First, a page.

I
f you are more interested in comfort than in the current styles in Paris (and more importantly for ladies like me who are of a certain age: if you have no full-length mirror in camp), tights or breeches are a good choice because a good pair of tights will minimize clothing rubs and burns that are commonly experienced with riding clothes.  There are many good styles and brands of tights available, and they even come in colors that will match your tack if that kind of thing is important to you.  Tights are also available with knee and crotch padding, which may be worth the extra cost for you.


Boots or sneakers, as mentioned above, should be comfortable and sturdy, and the same goes for socks—use good-quality socks that won’t bunch up or wrinkle inside the shoe.  Raingear should be lightweight and allow you to move when you wear it…and ideally, will fit loosely enough that you can put warmer layers under your waterproof layers if you are riding in a location (like the mountains) where the weather can dramatically during the course of a day.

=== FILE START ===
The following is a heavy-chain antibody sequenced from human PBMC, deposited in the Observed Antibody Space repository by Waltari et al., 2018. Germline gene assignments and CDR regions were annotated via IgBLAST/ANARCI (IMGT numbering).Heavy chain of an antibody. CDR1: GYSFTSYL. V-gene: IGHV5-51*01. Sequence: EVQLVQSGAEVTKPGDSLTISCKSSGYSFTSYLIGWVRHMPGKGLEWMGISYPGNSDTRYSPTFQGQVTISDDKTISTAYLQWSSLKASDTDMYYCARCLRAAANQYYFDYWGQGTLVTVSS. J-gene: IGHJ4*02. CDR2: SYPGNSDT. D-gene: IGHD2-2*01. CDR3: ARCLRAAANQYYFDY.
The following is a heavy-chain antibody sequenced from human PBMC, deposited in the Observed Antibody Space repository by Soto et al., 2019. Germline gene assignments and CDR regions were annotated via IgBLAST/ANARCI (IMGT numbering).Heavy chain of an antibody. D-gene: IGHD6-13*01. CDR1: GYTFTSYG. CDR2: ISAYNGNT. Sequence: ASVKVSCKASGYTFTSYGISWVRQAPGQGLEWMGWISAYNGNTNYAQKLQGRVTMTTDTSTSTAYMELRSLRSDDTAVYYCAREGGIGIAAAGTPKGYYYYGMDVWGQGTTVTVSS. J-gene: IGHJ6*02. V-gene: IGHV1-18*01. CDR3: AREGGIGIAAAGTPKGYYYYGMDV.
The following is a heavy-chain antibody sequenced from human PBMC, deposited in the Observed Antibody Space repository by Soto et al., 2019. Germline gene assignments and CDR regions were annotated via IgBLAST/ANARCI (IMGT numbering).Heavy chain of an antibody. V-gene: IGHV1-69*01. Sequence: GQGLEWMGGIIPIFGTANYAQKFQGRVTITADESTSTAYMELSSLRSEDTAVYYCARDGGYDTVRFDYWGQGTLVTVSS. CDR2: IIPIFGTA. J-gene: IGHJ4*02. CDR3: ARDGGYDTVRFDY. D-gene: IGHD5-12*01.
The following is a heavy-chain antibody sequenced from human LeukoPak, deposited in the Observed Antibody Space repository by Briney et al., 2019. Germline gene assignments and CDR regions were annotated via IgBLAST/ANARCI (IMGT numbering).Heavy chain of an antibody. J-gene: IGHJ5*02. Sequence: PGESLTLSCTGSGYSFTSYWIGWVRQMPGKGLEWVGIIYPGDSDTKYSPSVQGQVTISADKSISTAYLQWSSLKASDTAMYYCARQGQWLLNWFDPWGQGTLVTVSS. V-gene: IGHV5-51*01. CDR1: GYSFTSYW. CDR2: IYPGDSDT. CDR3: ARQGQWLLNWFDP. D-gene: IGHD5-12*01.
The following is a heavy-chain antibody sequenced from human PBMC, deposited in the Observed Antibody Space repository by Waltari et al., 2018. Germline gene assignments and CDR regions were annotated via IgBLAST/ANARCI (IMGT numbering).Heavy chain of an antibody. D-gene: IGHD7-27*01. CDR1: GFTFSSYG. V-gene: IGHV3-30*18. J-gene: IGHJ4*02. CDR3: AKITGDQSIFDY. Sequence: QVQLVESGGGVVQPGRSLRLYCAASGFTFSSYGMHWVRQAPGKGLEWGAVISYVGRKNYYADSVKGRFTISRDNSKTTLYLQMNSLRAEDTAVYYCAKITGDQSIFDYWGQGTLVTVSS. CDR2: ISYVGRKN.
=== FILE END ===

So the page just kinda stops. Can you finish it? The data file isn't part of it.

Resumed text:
“Foundation” garments need special attention.  Ladies: the bra you wear to the grocery store may not be adequate for hours of posting the trot.  Gentlemen: supportive undergarments will make trotting down the trail for hours on end much more enjoyable.  Stores that supply equipment to runners and bicyclists are your best bet when shopping for supportive underclothes.  When trying on support clothes in the store, don’t be afraid to jump up-and-down in front of a mirror to test them.  It looks silly in the store, but this simple exercise will help you select appropriate clothes that will keep your jiggle-y body parts stable.  Minimize rubbing and chafing from your foundation garments by using products available in the same running and biking stores, especially Anti-Monkey-Butt Powder, Body Glide, or even baby powder.  If you do get a chafed body part and still have a few miles to go, Desitin or a similar product will ease the discomfort.